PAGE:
For kids in Cranbrook in East Kootenay–which, together with the West Kootenay region has one of the highest rates of sexually active teens in the province–there isn’t a whole lot of choice either. (Thirty-one percent of teens in the Kootenays are sexually active, compared to 18 percent in the Greater Vancouver Regional District, according to the 2003 Adolescent Health Survey by Burnaby’s McCreary Centre Society, a nonprofit research and education organization dedicated to improving the health of B.C. youth.)
Kids in Cranbrook can go to an Options clinic in town, but their “options” are severely limited. The place is only open one night a week for a few hours. And the alternatives are restricted, clinic supervisor Linda Douglas said in a phone interview. “Some physicians won’t prescribe birth control to teenage girls, and some are against emergency contraception,” Douglas said. For an abortion, the journey is downright arduous: three to four hours through mountain passes into West Kootenay. “Geography is a huge issue here.”
Some towns in B.C. are making concerted efforts to turn around the alarming statistics. According to Prince Rupert public-health nurse Jane Wilde, who is also an Options clinic supervisor, in the late 1980s teen-pregnancy rates on the northern coast of B.C., including Prince Rupert, were the highest in the province. From 1999 to 2001, teen pregnancies in the community of 14,000 still ranked relatively high, at 56.7 per 1,000 in the 15-to-17 age group (more than double Vancouver’s rate of 21.6), but Vancouver Island North, which has about the same population, had taken over top spot, with 61 pregnancies per 1,000 in the 15-to-17-year range. Wilde attributes the decrease to the fact that nurses, teachers, and social workers have teamed up to ensure there is a full spectrum of confidential sexual-health services and a comprehensive education program in the schools.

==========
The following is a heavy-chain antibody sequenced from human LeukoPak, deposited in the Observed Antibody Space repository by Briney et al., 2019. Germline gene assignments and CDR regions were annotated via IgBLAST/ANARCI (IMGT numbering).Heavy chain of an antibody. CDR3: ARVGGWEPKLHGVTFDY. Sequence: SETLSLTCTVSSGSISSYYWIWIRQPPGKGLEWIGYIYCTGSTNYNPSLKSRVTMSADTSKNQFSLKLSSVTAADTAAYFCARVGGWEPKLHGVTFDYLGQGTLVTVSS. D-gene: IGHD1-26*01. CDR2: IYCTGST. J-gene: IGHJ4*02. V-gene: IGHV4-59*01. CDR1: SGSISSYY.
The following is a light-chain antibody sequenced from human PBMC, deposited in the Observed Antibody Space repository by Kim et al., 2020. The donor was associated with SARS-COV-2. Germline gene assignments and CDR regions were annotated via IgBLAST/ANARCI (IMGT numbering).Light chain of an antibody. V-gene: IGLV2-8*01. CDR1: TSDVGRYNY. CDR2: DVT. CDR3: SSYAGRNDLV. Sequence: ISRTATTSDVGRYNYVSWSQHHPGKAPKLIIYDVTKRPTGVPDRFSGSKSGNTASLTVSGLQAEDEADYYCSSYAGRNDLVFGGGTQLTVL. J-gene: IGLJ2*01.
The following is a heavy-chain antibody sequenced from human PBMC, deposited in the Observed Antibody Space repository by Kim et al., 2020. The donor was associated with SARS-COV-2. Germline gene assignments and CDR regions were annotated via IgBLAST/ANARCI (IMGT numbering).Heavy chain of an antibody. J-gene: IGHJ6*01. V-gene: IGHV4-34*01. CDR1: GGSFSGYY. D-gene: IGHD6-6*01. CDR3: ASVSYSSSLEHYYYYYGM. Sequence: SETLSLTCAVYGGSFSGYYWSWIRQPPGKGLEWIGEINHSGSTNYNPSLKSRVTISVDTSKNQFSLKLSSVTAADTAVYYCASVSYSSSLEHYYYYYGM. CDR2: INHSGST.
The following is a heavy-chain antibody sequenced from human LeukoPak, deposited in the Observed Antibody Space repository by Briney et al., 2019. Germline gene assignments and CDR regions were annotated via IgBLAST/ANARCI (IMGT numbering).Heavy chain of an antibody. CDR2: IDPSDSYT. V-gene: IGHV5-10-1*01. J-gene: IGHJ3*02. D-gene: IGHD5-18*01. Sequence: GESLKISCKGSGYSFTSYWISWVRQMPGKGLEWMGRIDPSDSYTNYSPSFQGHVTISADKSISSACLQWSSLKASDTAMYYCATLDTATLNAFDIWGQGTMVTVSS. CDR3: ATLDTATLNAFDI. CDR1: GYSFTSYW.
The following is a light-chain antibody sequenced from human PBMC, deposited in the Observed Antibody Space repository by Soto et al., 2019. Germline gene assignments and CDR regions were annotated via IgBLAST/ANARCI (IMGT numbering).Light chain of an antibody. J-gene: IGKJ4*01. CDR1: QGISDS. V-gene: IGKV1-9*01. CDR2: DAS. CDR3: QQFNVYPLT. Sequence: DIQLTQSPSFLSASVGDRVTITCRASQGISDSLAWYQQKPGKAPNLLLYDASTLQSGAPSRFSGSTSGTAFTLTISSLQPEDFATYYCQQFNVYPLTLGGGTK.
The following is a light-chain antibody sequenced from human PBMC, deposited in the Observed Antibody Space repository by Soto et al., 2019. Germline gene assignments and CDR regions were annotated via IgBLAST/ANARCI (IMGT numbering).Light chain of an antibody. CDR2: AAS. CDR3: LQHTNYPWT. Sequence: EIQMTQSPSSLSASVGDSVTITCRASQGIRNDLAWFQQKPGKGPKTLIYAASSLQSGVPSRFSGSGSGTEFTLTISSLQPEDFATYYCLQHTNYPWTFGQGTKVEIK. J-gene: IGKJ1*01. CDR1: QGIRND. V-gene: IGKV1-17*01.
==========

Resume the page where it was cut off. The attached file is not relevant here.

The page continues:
“We have a lot of supportive family doctors here,” she said in a phone interview, “but teenagers have this absolutely irrational fear that all adults will immediately get on the phone with their parents. After six years, the clinic has established trust with the kids.” Up to 30 teenagers visit the clinic each week.
Education is equally important, according to Wilde. "We live in a culture where there’s this strange combination of overt sexuality and repression. Kids are being exposed at a very young age to sexual practices I never knew existed before I was 35, some of it exploitive and violent. They get confused. They want to talk about it; they’re desperate to talk about it. We provide a balance. And we’re not saying, ‘Go have sex.’ What we say is, ‘Here’s all the information you need to make informed decisions.’ "
Until the B.C. government develops a provincewide sexual-health strategy, however, Prince Rupert will likely remain an exception rather than the rule. And kids who live outside the bigger cities, the hundreds of thousands of kids who live in B.C.'s many rural and remote towns, will continue to pay the price in unwanted pregnancies and sexually transmitted infections.